This yields the plots in Figure 6. We see clearly the response when saturation is present (red) degrades from the pure linear feedback case (green). The effects get even worse with the use of integral term in a PID controller such that it bears a term integrator windup. Some anti-windup scheme is normally implemented in a commercial PID controller to combat this undesirable response degradation.

Figure 6 plots from mypid2.zcos that shows effects from saturation

There are so many blocks in the Xcos palettes, from basic to advanced, waiting for you to discover. Some I have not tried myself. Nevertheless, I hope you now get some idea on how to use them in a diagram, because the process is pretty much the same; i.e., drag one to your diagram, make connections, and setup its parameter(s). The red port goes with red, black with black, input to output, and vice versa. There are also those Modelica-based Electrical and Thermo-Hydraulics that have rectangular ports and require a C compiler to run. Those are beyond the discussion in this article.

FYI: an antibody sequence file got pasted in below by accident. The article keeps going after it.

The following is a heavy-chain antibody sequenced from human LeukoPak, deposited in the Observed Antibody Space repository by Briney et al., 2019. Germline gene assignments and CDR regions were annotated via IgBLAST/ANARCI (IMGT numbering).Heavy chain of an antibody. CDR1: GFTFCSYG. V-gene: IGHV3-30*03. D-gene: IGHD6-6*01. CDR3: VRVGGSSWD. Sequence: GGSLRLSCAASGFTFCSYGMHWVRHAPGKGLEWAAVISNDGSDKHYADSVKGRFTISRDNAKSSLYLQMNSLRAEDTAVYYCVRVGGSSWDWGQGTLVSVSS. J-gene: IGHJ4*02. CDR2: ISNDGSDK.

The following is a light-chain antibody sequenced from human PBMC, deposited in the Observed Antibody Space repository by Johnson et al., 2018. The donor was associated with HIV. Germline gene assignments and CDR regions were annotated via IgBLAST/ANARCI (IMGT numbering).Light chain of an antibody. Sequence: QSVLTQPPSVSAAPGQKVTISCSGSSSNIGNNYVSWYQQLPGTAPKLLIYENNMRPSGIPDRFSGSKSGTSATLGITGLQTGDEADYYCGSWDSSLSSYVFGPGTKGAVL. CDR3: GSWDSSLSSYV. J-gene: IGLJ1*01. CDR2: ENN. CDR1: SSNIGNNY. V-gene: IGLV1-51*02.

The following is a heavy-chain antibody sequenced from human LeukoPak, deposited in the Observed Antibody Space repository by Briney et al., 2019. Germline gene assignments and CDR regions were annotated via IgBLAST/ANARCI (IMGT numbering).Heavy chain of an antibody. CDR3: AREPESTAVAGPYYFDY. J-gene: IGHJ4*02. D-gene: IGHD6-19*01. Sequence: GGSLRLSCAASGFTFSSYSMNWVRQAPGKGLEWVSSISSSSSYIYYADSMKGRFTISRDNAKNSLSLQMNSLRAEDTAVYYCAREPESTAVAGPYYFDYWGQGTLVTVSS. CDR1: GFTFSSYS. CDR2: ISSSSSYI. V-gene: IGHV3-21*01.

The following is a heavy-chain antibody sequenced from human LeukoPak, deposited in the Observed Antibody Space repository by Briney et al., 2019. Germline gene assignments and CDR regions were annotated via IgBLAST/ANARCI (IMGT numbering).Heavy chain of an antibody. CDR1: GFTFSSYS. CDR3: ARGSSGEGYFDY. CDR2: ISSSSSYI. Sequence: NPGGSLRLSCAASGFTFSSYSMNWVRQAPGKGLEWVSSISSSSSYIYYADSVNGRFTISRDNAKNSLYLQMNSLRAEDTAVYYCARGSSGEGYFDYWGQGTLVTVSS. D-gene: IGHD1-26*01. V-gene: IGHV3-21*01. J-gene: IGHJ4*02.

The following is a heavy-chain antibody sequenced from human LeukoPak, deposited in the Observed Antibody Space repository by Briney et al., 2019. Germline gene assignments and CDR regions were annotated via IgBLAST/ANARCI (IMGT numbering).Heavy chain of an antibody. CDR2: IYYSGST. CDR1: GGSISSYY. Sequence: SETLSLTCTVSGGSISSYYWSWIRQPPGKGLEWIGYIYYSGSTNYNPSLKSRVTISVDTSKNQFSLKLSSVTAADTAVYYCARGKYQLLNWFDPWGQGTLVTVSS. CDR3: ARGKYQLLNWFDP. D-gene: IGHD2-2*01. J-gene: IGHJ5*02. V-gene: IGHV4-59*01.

Scilab and Xcos files used

  • mypid1.zcos the Xcos diagram in Figure 1
  • mypid2.zcos the Xcos diagram in Figure 5
  • mypid.sce a Scilab setup script (for Xcos diagram initialization, in case you are lazy to type or copy/paste the commands embedded in the article.)

Download all as zipped file: